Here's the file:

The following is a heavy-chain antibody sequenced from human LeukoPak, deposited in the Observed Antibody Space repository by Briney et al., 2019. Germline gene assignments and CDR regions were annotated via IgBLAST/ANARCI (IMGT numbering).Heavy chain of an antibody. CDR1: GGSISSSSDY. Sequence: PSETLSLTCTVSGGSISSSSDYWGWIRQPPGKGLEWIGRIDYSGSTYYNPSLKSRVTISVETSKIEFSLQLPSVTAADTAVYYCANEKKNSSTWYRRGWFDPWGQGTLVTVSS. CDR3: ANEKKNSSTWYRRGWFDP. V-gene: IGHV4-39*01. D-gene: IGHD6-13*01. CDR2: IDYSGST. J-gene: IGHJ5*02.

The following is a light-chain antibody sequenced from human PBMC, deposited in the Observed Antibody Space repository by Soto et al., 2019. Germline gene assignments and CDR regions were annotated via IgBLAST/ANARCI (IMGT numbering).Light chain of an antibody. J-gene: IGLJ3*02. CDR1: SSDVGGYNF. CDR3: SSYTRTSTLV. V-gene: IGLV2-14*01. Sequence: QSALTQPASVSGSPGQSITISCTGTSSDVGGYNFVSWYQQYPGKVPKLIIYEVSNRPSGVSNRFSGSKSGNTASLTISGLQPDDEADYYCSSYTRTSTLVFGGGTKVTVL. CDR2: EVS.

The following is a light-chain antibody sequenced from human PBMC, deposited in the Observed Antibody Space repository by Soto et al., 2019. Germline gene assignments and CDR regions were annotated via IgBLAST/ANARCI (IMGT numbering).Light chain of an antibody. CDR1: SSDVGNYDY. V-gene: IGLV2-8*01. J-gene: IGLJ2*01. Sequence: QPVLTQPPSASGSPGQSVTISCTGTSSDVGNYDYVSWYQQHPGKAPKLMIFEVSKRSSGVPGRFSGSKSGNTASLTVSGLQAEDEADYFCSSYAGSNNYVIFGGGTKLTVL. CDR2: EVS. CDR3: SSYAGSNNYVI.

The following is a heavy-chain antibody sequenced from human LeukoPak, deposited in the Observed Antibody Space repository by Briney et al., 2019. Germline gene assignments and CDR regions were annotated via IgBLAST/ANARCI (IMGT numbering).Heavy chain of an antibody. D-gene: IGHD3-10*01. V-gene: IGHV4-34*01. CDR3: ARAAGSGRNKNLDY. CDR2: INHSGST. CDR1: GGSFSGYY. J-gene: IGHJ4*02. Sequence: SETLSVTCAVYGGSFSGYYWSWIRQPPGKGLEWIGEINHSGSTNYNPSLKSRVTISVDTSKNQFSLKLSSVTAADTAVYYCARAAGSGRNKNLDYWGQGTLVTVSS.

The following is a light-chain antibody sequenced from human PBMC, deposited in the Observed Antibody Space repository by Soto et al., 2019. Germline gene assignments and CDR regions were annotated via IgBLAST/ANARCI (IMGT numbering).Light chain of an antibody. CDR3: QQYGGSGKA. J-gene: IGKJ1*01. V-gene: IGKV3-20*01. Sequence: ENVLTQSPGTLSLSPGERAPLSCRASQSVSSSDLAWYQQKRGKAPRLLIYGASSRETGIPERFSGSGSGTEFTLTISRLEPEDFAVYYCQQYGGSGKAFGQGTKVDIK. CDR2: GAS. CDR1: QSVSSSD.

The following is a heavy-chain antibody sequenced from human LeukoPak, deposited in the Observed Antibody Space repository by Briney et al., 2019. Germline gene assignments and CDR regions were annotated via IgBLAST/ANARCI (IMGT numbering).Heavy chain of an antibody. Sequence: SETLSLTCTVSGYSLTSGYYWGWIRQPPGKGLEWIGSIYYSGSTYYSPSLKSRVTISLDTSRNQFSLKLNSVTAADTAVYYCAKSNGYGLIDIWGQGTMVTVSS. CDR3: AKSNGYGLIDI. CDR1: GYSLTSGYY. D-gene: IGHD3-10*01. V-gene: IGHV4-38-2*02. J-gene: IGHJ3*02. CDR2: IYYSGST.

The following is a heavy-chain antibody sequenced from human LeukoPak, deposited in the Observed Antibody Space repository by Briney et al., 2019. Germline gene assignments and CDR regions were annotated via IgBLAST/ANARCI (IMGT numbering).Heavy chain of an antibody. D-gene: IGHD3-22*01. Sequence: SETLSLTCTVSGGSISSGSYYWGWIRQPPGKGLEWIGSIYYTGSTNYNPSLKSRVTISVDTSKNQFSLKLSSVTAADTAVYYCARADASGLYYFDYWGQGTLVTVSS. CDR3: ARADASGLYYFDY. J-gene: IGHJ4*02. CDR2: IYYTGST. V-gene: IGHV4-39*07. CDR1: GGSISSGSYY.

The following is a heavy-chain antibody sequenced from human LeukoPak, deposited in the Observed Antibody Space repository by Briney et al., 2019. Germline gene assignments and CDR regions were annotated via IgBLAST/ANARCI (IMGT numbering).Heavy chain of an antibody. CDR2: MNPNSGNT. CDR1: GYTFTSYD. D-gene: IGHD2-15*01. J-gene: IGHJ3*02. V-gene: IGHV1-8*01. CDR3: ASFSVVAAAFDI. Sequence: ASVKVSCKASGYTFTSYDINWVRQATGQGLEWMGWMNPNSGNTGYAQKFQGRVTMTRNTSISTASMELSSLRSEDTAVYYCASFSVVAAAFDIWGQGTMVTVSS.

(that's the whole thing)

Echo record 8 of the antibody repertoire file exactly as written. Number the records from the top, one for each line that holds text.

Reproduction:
The following is a heavy-chain antibody sequenced from human LeukoPak, deposited in the Observed Antibody Space repository by Briney et al., 2019. Germline gene assignments and CDR regions were annotated via IgBLAST/ANARCI (IMGT numbering).Heavy chain of an antibody. CDR2: MNPNSGNT. CDR1: GYTFTSYD. D-gene: IGHD2-15*01. J-gene: IGHJ3*02. V-gene: IGHV1-8*01. CDR3: ASFSVVAAAFDI. Sequence: ASVKVSCKASGYTFTSYDINWVRQATGQGLEWMGWMNPNSGNTGYAQKFQGRVTMTRNTSISTASMELSSLRSEDTAVYYCASFSVVAAAFDIWGQGTMVTVSS.